An Introduction to this Series of Essays

The famous German Evangelical theologian, Karl Barth, was once asked how he prepared his sermons. He is said to have answered that he sat down with both the Bible and a newspaper on his table during his morning coffee and began to write.

While this author is neither "Evangelical" (even in the German Lutheran sense of that term), nor famous, still the same idea applies here. Only I try to draw not only just on Sacred Scripture, but on the whole Christian, and especially Catholic theological tradition and its history, as well as on what I know of the thought of other religions and their histories for my theological and ethical reflections.

Although a few of the articles contained here may have had to pitch-hit for an occasional Sunday sermon, the vast majority of them were written for the editorial page of the Gaylord Herald Times, a local bi-weekly newspaper published here in northern lower Michigan. Either that, or else they were emailed to friends -- now maybe ex-friends after they read some of my more controversial opinions. Politics are the where the tires of religion and ethics meet the highway of public or everyday life. Accordingly, these articles are not meant to be particularly "inspirational". In fact, part of the deal with the local editor was that they not be relegated to the weekly "Religion" page. In turn, I was asked to try to limit them to 500-600 words in length.

Back in 2008, about 120 of the articles, all but three written beginning in late 1999, were chosen to be published by Rowman & Littlefield (Lanham, MD) in their Lexington Books division in a volume titled Views from a Hermitage: Reflections on Religion in Today's World. However, since that collection has gone out of print,  I have reacquired the copyrights, and have continued to add new essays to this site – with some of the most recent appearing as “blog” contributions in the “Religion” department of Huffington Post.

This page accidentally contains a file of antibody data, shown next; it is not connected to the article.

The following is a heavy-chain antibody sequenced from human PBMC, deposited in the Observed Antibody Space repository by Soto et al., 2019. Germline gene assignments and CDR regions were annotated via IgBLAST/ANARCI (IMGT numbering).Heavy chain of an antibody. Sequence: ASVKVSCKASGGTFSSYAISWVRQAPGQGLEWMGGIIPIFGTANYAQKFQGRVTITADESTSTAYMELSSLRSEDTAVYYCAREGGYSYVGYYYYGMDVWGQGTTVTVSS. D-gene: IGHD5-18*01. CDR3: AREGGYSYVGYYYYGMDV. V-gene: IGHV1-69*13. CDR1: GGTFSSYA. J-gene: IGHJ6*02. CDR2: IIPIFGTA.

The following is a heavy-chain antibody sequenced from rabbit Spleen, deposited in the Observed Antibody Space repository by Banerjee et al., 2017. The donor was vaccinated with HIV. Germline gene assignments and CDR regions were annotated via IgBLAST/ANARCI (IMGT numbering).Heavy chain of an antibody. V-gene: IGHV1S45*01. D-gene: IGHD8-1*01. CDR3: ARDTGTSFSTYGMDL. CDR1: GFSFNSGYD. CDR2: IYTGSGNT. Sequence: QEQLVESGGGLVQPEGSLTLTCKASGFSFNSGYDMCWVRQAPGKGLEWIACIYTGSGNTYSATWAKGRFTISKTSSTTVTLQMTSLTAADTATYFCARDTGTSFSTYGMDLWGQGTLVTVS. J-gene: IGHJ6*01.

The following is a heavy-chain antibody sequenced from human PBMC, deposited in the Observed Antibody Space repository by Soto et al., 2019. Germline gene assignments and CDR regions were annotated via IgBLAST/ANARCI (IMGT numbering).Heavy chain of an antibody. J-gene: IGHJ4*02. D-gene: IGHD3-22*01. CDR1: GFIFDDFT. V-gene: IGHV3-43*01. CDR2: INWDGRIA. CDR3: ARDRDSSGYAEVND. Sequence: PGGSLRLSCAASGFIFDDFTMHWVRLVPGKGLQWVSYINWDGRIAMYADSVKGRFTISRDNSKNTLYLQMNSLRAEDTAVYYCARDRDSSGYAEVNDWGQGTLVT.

The reader will probably note, as he or she looks down through the index of articles, beginning with the latest addition on down to the very first article back in 1999, that the same topics occasionally are revisited. Here the reader might detect an occasional change or shift in perspective over the years. The reader may also see the same topic (for example, America's involvement in the Middle East in various ways) preoccupying my attention for an extended period of time.

In this latter respect, writing these short pieces has been a real test. Trained as an academic, it takes real discipline and occasional ruthlessness to force myself to say what most needs to be said in that small of space. This often means leaving aside all that which might also be included, often about matters that are quite complex.

Whether or not any of these newer essays will be reprinted in book form remains to be seen (I have been currently working on producing a Amazon Kindle edition). But I would invite the reader to submit further titles or topics for possible inclusion, as well as call to my attention any typos or grammatical -- or even factual -- mistakes.

Although copyright law is generally interpreted as permitting quotations up to 300 words in length without getting the author or copyright holder's permission, I would appreciate it if anyone desiring to reproduce any of these articles for further distribution would notify me first. Who knows? -- I might also wish to alter my opinion, or write still another piece on the subject!

R. W. Kropf

Montmorency County, Michigan, USA

January 30, 2014


rtwintro.doc.html   1/20/14